PLANNED PARENTHOOD'S POLITICAL ARM LAUNCHES NEW AD IN VIRGINIA. Planned Parenthood Votes, the political arm of the abortion rights and women's health group, Planned Parenthood, has released a new ad in the Virginia governor's race hitting Republican candidate Ken Cuccinelli. The ad's narrator notes that "three hundred thousand women report being raped in America every year," and asserts: "Ken Cuccinelli would put his extreme policies ahead of their needs. He'd force a survivor of rape or incest in Virginia to carry a pregnancy caused by her attacker. He even opposes the emergency contraception they need to prevent pregnancy." Planned Parenthood Votes says the new ad is part of a $1 million dollar television and radio ad buy that kicked off earlier this month in the Richmond and Norfolk media markets. WATCH:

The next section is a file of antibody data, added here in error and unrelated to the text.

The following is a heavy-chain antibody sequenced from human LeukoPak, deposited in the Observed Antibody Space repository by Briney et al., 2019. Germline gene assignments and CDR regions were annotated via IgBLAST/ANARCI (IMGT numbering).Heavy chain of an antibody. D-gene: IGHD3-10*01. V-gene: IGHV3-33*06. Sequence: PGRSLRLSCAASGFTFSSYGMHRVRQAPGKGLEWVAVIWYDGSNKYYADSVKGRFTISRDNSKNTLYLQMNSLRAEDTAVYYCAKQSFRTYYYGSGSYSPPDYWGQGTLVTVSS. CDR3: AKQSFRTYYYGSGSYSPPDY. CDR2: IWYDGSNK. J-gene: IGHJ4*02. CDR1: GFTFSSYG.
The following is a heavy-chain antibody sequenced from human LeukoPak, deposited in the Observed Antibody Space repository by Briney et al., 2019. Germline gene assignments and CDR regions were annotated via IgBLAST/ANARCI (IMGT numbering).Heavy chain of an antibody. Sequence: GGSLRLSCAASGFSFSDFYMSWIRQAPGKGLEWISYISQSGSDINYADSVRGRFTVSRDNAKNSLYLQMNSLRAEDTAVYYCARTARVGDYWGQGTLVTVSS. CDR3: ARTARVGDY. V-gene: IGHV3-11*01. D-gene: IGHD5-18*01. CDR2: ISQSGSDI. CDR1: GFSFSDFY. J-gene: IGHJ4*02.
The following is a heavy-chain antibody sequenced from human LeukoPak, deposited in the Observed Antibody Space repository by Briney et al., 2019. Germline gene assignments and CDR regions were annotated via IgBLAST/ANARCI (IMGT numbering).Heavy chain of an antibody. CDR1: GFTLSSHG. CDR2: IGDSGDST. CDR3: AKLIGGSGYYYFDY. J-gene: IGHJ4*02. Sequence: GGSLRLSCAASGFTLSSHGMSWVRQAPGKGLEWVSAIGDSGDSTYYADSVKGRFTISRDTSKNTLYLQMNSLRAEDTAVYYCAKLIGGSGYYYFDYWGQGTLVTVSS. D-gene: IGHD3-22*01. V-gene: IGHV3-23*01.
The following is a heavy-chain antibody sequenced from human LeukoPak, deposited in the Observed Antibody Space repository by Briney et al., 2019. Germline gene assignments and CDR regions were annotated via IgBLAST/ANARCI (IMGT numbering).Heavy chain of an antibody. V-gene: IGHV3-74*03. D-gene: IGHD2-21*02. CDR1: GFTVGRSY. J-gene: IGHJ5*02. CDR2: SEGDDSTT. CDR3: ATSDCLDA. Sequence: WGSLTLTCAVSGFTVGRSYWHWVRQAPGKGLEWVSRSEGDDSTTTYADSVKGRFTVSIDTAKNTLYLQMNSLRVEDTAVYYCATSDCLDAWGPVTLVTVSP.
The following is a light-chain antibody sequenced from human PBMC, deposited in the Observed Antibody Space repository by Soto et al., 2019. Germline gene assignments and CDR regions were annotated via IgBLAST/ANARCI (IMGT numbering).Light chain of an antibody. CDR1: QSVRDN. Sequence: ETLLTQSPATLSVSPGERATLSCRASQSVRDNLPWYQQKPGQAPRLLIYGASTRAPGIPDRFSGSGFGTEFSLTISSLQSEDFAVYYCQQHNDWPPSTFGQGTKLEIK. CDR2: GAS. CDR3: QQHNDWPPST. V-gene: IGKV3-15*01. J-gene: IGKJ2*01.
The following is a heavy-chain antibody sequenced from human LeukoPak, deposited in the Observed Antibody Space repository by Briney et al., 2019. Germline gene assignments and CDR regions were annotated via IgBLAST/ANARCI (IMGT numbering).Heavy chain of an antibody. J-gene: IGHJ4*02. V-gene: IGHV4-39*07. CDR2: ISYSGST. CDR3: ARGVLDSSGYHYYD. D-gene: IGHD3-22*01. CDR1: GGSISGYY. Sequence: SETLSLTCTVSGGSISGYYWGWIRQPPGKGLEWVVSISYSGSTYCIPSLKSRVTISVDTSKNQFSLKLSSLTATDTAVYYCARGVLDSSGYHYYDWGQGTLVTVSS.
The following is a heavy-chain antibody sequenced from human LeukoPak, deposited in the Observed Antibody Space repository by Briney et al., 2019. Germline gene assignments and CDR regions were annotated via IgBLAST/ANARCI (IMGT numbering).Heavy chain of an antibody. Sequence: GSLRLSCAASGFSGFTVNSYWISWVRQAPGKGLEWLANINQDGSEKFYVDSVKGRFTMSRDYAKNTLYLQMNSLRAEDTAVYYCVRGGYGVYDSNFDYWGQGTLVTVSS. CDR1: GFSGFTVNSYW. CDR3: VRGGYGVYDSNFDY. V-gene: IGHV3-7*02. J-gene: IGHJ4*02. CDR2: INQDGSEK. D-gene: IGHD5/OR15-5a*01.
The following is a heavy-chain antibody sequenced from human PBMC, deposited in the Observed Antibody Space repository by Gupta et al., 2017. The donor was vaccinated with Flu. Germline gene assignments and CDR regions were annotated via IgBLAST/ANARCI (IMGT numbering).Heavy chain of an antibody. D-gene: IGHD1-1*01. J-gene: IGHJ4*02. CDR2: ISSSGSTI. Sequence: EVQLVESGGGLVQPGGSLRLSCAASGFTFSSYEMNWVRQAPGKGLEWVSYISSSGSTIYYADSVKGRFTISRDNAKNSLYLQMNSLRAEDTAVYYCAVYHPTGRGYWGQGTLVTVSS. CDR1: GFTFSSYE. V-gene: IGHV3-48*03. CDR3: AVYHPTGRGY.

@jamiedupree: The number of people with a job increased 133,000 in September after falling 115 thousand in August

@Goldfarb: Unemployment by education: No HS (10.3%), HS (7.6%), Some college or assoc. degree (6%), Bachelor's or more (3.7%)

@kakukowski: The Last Time The Labor Force Participation Rate Was This Low Was August Of 1978

@RichardHaass: prospects for Geneva 2 talks on #Syria betw poor & dismal given gap betw gov & opposition, divides within opposition

@brianjameswalsh: Major damage done to the Republican Party over the shutdown but hey at least Heritage Action raised a ton of money off it.